The traditional idea that the concept of being can be used to explicate the divine nature - for example, by characterising God as being itself (ipsum esse subsistens) or the most real being (ens realissimum) - presupposes a substantive conception of being, and thus is in tension with deflationary conceptions of being that have dominated modem philosophy. These lectures will explore from a contemporary but historically informed perspective the prospects for a moderately substantive conception of being and an account of God as ens realissimum.
Lecture 1: Existence In an exploration of ontological issues about non¬existent objects and abstract objects, the first lecture takes some steps toward a substantive conception of being, arguing, among other things, for distinctions between metaphysically positive and negative attributes and between predicates that do and that do not imply existence.
Lecture 2: Substance and Reality The second lecture extends the account of a substantive conception of being by arguing that in the case of metaphysically fundamental beings (substances) existence entails certain properties. The discussion focuses on the categories of quality, power, and activity.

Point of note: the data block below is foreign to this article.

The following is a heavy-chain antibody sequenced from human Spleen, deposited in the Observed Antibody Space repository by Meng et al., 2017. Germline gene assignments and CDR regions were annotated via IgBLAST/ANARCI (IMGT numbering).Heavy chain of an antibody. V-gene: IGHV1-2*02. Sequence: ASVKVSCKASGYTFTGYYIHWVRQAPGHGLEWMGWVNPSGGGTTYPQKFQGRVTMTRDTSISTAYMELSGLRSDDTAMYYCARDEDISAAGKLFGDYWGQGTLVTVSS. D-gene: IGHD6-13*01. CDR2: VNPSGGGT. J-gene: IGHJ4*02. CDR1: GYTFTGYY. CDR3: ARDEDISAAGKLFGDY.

Lecture 3: God and Possibility How might being in general be grounded in the being of God? The idea that even the possibility of the positive content that (according to the second lecture) constitutes reality depends on the most fundamental possible qualities being exemplified in God is explored in relation to texts of Leibniz and Kant.
Lecture 4: Metaphysical Perfection If even possible reality must be grounded in fundamental qualities of God, must some of those qualities be of surpassing perfection? The fourth lecture proposes an affirmative answer of this question, arguing that in some cases of central metaphysical importance, the less perfect or less developed is to be understood in terms of the more perfect or more developed, rather than the other way around.